In the world of horror, the sequel gets a bad rap and an unfair shake. At times I agree with the frustration of many fans forced to witness a goldmine of an idea stripped again and again til there’s nothing but scorched Earth. But like Mother Nature, if you give it time and some much needed love, it can come back from the brink, but only if you’re careful and true in your intentions.
I’ve always viewed sequels as a way to take a fantastic story and memorable, sometimes iconic characters, and push them further. This reveals a back-story of understanding, a current state of acceptance, and a future for them to grow. Few would mock the sequel as being inferior to that of the original. I can only guess this is what fuels the tension between sibling rivalries. Sadly, many in Hollywood have used horror as means of lining theirpockets, using our love for the genre for commercial growth often utilizing screenwriters uninitiated in the nuances of our favorite films. I can accept that. It is after all a business and a return on their investment from me and other warped minded individuals has made the horror genre one of the most lucrative type of films to release, regardless of the time of year or the financial market. And yet, still no love come Oscar time.
I’m the type of guy that enjoys a cult classic. You know those films you had to hunt down through flea markets, swap meets, and mail order before Ebay came around. These are the types of films that draw more ticket buyers at a midnight screening than any other film showcased during the day. These are the films that fill you with pride and excitement when you can utter to a group of friends, “You haven’t seen it?”. It’s almost like a magical incantation that spills forward guiding the rest of your evening with your friends. You’ll talk about it, you’ll debate it, but ultimately they are gonna want, no, need to see that film. These are the bragging rights of film snobs, the seeds of obsession for conventions, the fodder of reference for critics. This is the magic of the Cult Classic.
Some sequels are cult classics all on their own, but that’s not what you’re here to enjoy. I’ve exercised some criticism, so now it’s time for some resolution. Like a mad scientist, I will cross-breed and cinematically modify your favorite films, all for your enjoyment and cultural enlightenment. I now present to you the horror inspired sequels to your favorite non-horror Cult Classics in an on-going series squeezed straight from my twisted little mind.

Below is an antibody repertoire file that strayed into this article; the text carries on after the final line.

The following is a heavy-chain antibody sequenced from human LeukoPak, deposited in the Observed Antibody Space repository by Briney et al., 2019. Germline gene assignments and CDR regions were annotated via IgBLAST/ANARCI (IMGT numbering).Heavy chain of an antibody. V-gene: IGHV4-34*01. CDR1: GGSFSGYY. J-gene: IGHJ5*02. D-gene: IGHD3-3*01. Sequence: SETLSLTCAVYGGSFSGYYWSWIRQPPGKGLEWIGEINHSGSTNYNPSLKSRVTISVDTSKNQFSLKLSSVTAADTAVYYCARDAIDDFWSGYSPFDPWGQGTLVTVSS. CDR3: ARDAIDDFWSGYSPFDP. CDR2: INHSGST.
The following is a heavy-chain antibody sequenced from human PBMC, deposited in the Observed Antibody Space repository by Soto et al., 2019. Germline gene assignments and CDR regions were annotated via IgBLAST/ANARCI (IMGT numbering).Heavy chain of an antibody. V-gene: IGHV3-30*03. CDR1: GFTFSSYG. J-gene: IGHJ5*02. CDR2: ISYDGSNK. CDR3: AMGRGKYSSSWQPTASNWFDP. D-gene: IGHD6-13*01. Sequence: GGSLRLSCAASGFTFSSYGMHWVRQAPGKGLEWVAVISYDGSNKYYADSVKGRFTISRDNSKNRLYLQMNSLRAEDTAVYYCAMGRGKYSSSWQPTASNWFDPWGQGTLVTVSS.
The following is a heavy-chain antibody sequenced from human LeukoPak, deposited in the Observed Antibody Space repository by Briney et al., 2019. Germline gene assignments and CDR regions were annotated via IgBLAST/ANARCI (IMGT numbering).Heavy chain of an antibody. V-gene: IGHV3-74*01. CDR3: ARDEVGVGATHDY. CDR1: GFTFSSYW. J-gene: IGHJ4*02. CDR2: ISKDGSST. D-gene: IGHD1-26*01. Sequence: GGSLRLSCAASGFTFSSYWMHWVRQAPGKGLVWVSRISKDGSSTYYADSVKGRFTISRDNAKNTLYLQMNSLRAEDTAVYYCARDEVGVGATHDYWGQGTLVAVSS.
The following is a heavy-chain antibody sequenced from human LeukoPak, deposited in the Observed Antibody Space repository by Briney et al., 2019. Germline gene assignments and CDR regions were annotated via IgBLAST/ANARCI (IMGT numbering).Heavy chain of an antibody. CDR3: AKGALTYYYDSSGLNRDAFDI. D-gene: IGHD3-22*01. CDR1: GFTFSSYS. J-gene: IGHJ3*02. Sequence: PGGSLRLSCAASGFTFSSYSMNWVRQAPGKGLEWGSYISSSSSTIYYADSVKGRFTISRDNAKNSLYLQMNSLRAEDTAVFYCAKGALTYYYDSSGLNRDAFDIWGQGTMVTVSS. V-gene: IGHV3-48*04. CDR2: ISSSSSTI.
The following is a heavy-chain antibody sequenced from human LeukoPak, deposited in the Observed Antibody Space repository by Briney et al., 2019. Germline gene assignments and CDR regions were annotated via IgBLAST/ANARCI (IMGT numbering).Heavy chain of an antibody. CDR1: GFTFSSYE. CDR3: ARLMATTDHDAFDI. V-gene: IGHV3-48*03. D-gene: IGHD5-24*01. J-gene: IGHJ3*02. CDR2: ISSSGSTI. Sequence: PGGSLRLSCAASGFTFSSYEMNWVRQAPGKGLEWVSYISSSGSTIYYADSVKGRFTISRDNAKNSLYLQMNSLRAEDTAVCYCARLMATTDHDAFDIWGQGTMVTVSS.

Welcome to the CULT OF THE SEQUEL.
Things have kinda settled back to normal for the Dude. Well, as normal as one can abide. He’s still up to the usual; bowling, driving around, the occasional acid flashback. It’s just not as much fun without Donny. As the conflict with the Iraqis escalates, so does the girth of Maude. She’s taken on rough financial times as of lately and it doesn’t help being a single mother. The ransom money was never recovered from her father’s embezzlement and all assets of the Lebowksi Trust and Foundation have been frozen. And now the local papers have raked Maude over the coals when word is leaked about missing money in Mr. Lebowski’s suicide note. Seems the old man had quite a few skeletons in his closest. The resulting scandal has ostracized her from her avant garde friends and now no one will buy her art. Not wanting to involve the father of her child, Maude turns to an old family friend, the last man to see Mr. Lebowski alive; Brad.
Maude is distraught as a recent court petition, spearheaded by Bunny,that has blocked Maude’s liquidation of the family estate in legal red tape. Hearing of her misfortune, Brad welcomes Maude into his apartment complex and his home as a favor to the memory of his former employer. He has a modest two bedroom apartment with one of those rooms serving as an office for his writing. Brad calls it his library because of the numerous historical texts he has amassed over the years. Seems Brad fancied himself a writer having moved to California to write and publish his novel and he brought his love of first edition books with him. Without much headway or interest in his memoirs, it was then that Brad took the position with Mr. Lebowski, serving as his assistant and caregiver. At first Maude is off put by the doting attention showered by Brad, but he reveals that as an orphan Mr. Lebowski was the closest to family he ever had. Brad insists Maude take his bedroom as he crashes on the couch, each of them separated by the studio of his failed work. She begins to accept his affections as she moves past her first trimester. Her health has begun to deteriorate, but Brad always seems to be there with a protein shake and vitamins to soothe her. He promises to take care of her until the child is born and she can find her way in the world once more. Upon her second trimester Maude begins to reconnect to the world around her, meeting the neighbors around her. She starts to make a few friends who encourage her to express herself. Maude begins to make art once more. Her creations are similar to previous work, but soon her paintings grow violent, more morbid. She begins to have visions which compel her to expunge the darkness growing inside of her. Brad assures her that this is the frustration from the death of her father and the financial stress of the aftermath. He’s grown to be a different man than we’ve known him before; almost too good to be true. Could it be that Maude is falling in love?